Florida's Hugo's expands distribution
Gary Evans -- Furniture Today, October 3, 2012
This Chesterfield Sofa by Hugo’s Fine Furniture is shown in a Leather Collection Carone color. It’s also available in COM covers.
"Our goal starting out is the East Coast. I believe we can do solid business from Florida to New York," said Mathew Hugo, the company's treasurer and great-great grandson of the German immigrant who founded the company.
Hugo's is not a household name and Mathew Hugo admits, "We are a well-kept secret." But the company is known in Florida for making high-quality upholstery with 5/8-inch doweled and glued frames and eight-way hand tied spring construction.
With a full markup, Hugo's chairs retail for $3,000 to $4,000, and sofas from $5,000 to $6,000, customizable in virtually any form and ready for shipment in six weeks, the company said. The manufacturer sells through its own two retail stores in Jacksonville and through various design oriented venues.
The company’s No. 452 Tight Back Lounge Chair is shown with a Fabricut Vilitan cover in the color Willow.
Hugo said he expects 90% of the company's new business to come from the design and decorator trade and the rest from "retail outlets where they would carry a sofa and two of our chairs on the floor, that sort of thing."
Hugo has been hitting the road and contacting design sources in Georgia, the Carolinas, New York, New Jersey and Connecticut, and the company also is seeking reps for those areas.
Meanwhile, Hugo's has been preparing for expansion by partnering with Fabricut, a fabric and trim supplier in Tulsa. The Oklahoma supplier will stock 100 fabrics for Hugo's, with about 25% inventoried in Jacksonville and the rest available in a week. That way the company "won't have to put fiscal dollars on the shelf," Hugo said.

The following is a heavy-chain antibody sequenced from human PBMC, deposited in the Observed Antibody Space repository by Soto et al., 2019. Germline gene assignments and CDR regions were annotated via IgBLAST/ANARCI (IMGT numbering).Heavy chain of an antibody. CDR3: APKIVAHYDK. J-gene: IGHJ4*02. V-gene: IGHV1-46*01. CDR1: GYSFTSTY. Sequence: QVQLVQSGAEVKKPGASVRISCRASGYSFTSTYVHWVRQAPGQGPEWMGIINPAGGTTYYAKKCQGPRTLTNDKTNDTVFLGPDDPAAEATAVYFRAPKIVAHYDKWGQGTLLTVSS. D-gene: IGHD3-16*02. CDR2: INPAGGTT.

Factory operations, which include a frame shop, employ 30 people who average 15 years' experience, and the company has the ability "to add 10 to 12 more without doing anything," according to Hugo. Hugo's produces 230 SKUs, from sofas and chairs to executive swivel chairs. Designs are mostly traditional and transitional.
Since Jacksonville isn't exactly a hotbed for upholstery making and the pool of trained labor is shallow, the company has started going to tech schools in the Southeast to interview candidates, hire them before they graduate and pay to relocate them to Florida.
"We can bring that person in and train them," Hugo said.
This Tight Seat and Back Lounge Chair from Hugo’s is shown in Duralee’s pattern 31847, in the color Spring Time.
He added, "The reason we're so successful with our regional design trade is our ability to adapt. We're not in the business of saying no to people ... where there's a will there's a way. We say yes, and (tell them) this is what we can do."
Mathew Hugo said the company has earned a reputation for high quality since it was established by his ancestor, Albert Hugo. Albert was on his way to South Florida when his train stopped in Jacksonville, and he stepped off during a layover. He resumed his trip but the further south he went the more wild and tropical it appeared to him so he turned around and returned to Jacksonville.
Albert married and his wife, Euna, a seamstress, and he made furniture and she made drapes in a shop set up in the dockhouse of Jessica Ball duPont, which he used in exchange for tending her yacht. The company is now in its fourth generation with Mathew, 26, and his sister, Jennie, 24, who does most of the fabric selection. Their dad, Richard, who has 35 years with the company, is Hugo's president.
The new generation will preserve the founder's devotion to making fine furniture, said Matthew Hugo.
"A lot of people call it the old way to doing things. I call it the proven way to do it. It's been working for 80 years."
Most Viewed Articles
FTTV: Frontline Friday From F/T